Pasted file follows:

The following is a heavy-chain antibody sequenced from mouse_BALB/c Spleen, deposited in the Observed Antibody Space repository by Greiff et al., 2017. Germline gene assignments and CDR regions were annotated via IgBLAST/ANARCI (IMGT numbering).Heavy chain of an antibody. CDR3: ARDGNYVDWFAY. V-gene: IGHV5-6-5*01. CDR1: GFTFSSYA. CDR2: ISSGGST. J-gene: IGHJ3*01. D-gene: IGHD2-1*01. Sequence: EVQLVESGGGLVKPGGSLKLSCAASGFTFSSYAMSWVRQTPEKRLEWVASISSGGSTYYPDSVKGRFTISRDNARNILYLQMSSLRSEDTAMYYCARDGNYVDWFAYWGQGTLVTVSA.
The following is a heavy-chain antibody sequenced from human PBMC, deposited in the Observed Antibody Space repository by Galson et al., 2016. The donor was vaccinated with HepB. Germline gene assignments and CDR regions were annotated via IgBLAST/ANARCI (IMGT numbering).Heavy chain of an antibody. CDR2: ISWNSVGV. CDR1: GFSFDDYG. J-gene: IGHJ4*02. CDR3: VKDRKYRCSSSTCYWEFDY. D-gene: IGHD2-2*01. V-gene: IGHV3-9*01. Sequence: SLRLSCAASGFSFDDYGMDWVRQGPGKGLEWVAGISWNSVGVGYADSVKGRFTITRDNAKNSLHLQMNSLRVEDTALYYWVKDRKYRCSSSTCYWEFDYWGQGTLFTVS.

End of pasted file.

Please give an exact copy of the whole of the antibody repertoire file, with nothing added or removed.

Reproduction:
The following is a heavy-chain antibody sequenced from mouse_BALB/c Spleen, deposited in the Observed Antibody Space repository by Greiff et al., 2017. Germline gene assignments and CDR regions were annotated via IgBLAST/ANARCI (IMGT numbering).Heavy chain of an antibody. CDR3: ARDGNYVDWFAY. V-gene: IGHV5-6-5*01. CDR1: GFTFSSYA. CDR2: ISSGGST. J-gene: IGHJ3*01. D-gene: IGHD2-1*01. Sequence: EVQLVESGGGLVKPGGSLKLSCAASGFTFSSYAMSWVRQTPEKRLEWVASISSGGSTYYPDSVKGRFTISRDNARNILYLQMSSLRSEDTAMYYCARDGNYVDWFAYWGQGTLVTVSA.
The following is a heavy-chain antibody sequenced from human PBMC, deposited in the Observed Antibody Space repository by Galson et al., 2016. The donor was vaccinated with HepB. Germline gene assignments and CDR regions were annotated via IgBLAST/ANARCI (IMGT numbering).Heavy chain of an antibody. CDR2: ISWNSVGV. CDR1: GFSFDDYG. J-gene: IGHJ4*02. CDR3: VKDRKYRCSSSTCYWEFDY. D-gene: IGHD2-2*01. V-gene: IGHV3-9*01. Sequence: SLRLSCAASGFSFDDYGMDWVRQGPGKGLEWVAGISWNSVGVGYADSVKGRFTITRDNAKNSLHLQMNSLRVEDTALYYWVKDRKYRCSSSTCYWEFDYWGQGTLFTVS.